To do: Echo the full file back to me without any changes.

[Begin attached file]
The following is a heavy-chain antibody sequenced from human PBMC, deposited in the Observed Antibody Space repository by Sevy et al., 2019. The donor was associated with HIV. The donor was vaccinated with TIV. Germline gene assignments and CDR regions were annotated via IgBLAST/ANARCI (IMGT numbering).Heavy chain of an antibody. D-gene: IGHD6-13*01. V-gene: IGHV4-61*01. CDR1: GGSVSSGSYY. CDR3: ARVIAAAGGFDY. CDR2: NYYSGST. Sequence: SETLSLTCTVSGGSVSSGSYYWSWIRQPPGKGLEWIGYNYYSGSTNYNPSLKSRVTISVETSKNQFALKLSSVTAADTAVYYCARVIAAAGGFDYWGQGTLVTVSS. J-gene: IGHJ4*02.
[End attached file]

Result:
The following is a heavy-chain antibody sequenced from human PBMC, deposited in the Observed Antibody Space repository by Sevy et al., 2019. The donor was associated with HIV. The donor was vaccinated with TIV. Germline gene assignments and CDR regions were annotated via IgBLAST/ANARCI (IMGT numbering).Heavy chain of an antibody. D-gene: IGHD6-13*01. V-gene: IGHV4-61*01. CDR1: GGSVSSGSYY. CDR3: ARVIAAAGGFDY. CDR2: NYYSGST. Sequence: SETLSLTCTVSGGSVSSGSYYWSWIRQPPGKGLEWIGYNYYSGSTNYNPSLKSRVTISVETSKNQFALKLSSVTAADTAVYYCARVIAAAGGFDYWGQGTLVTVSS. J-gene: IGHJ4*02.